Femicide was first used in England in 1801 to signify "the killing of a woman." In 1848, this term was published in Wharton's Law Lexicon, suggesting that it had become a prosecutable offense. Another term used is feminicide.
First feminist definition
Femicide was redefined as a feminist term by Diana Russell in 1976 to refer to misogynist murders. Just as murders targeting African Americans differentiate between those that are racist and those that are not, so are murders targeting women differentiated into those that are femicides and those that are not. When the gender of the victim is immaterial to the perpetrator, the murder qualifies as a non-femicidal crime.
After making minor changes in her definition over the years , Russell redefined femicide as "the killing of females by males because they are female"  Misogynist murders are the most obvious examples of femicide. These include mutilation murder, rape murder, woman battery that escalates into wife killing, the immolation of widows in India, and "honor crimes" in Latin and Middle Eastern countries, where women who are believed to have shamed their families by associating with an unrelated male, or even by being raped by a brother, are often murdered by their male relatives.
Feminists in Latin America have been among the first to adopt the term femicide to refer to the massive number of these misogynist crimes in Juarez, Mexico. Many of these young femicide victims were also raped, tortured, and mutilated. Use of the term femicide, and the creation of anti-femicide feminist organizations, spread from Mexico to many other Latin American countries.
Russell's concept of femicide extends beyond misogynistic killings to apply to all forms of sexist killing. Misogynistic murders are limited to those motivated by the hatred of females whereas sexist murders include killings by males motivated by contempt for females, a sense of entitlement and/or superiority over females, pleasure or sadistic desires toward them, and/or an assumption of ownership of women.
In addition, Russell's definition of femicide includes covert forms of the killing of females, such as when females are permitted to die because of misogynistic attitudes and/or social institutions. For example, when male children are valued more highly than females, many girls starve as a result of this sexist attitude. Hence, these deaths qualify as femicides.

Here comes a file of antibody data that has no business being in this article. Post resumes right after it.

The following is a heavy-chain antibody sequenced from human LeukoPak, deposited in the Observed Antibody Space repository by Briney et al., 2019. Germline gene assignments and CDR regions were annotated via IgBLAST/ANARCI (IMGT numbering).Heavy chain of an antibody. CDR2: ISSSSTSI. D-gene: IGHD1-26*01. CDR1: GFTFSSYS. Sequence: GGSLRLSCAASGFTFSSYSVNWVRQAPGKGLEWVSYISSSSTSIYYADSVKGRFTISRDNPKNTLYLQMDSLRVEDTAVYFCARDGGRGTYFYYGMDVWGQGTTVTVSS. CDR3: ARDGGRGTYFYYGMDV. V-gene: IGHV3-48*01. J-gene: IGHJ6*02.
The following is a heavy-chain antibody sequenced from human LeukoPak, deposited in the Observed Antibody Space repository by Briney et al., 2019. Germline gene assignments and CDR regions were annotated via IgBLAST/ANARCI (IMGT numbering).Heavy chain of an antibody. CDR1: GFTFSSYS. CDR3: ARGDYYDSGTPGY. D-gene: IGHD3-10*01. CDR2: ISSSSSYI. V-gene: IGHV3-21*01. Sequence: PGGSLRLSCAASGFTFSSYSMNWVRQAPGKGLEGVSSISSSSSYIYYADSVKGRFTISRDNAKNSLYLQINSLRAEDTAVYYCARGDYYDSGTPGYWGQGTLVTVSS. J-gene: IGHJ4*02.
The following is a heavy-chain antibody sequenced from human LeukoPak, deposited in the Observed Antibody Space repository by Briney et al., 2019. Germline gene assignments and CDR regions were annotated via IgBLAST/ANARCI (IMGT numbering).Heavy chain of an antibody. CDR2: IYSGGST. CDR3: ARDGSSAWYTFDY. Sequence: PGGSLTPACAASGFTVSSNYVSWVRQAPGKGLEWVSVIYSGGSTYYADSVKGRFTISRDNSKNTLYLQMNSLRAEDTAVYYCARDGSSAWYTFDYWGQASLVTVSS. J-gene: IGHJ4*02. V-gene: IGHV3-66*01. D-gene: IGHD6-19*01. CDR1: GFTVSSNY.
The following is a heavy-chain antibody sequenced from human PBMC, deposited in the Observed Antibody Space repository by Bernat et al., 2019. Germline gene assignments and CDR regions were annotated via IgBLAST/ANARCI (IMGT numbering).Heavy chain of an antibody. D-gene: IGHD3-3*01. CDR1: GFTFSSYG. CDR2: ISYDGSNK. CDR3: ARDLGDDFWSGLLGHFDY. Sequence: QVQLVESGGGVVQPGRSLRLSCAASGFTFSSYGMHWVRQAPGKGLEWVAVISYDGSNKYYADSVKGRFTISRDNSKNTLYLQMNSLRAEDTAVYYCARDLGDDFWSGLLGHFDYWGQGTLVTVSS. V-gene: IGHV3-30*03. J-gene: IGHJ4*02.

Jacquelyn Campbell and Carol Runyan, among others, have redefined femicide as "all killings of women, regardless of motive or perpetrator status".  Their rationale for this redefinition -- a return to the original definition used in Britain in 1801 -- is to avoid having to make inferences about the motives of the killers. Although inferring motives can be difficult or even impossible (all hate crimes require the assessment of the criminals' motives). Russell criticizes this definition for depoliticizing the concept femicide, and believes that confusion could have been avoided by using a term such as woman-killing instead of femicide.
Notes and references
- Corry, John. (1801) A Satirical Review of London at the Commencement of the Nineteenth Century. Edinburgh: T. Hurst, Paternoster-Row; Ogilvy and Son, Holborn; R. Ogle, Turnstile; and Ogle and Aikman
- The Oxford English Dictionary, 2nd Ed.(1989)p.285
- Russell, Diana E.H. and Van de Ven, Nicole, (Eds.), Crimes Against Women: The Proceedings of the International Tribunal. Les Femmes, Palo Alto, California, USA 1976
- Russell, Diana E.H. and Harmes, Roberta A, (Eds.), Femicide in Global Perspective New York: Teachers College Press, 2001, Ch. 2, p. 13-14
- Campbell, Jacquelyn C. and Runyan, Carol. (1998). Femicide: Guest Editors Introduction. Homicide Studies, w (4), 347-352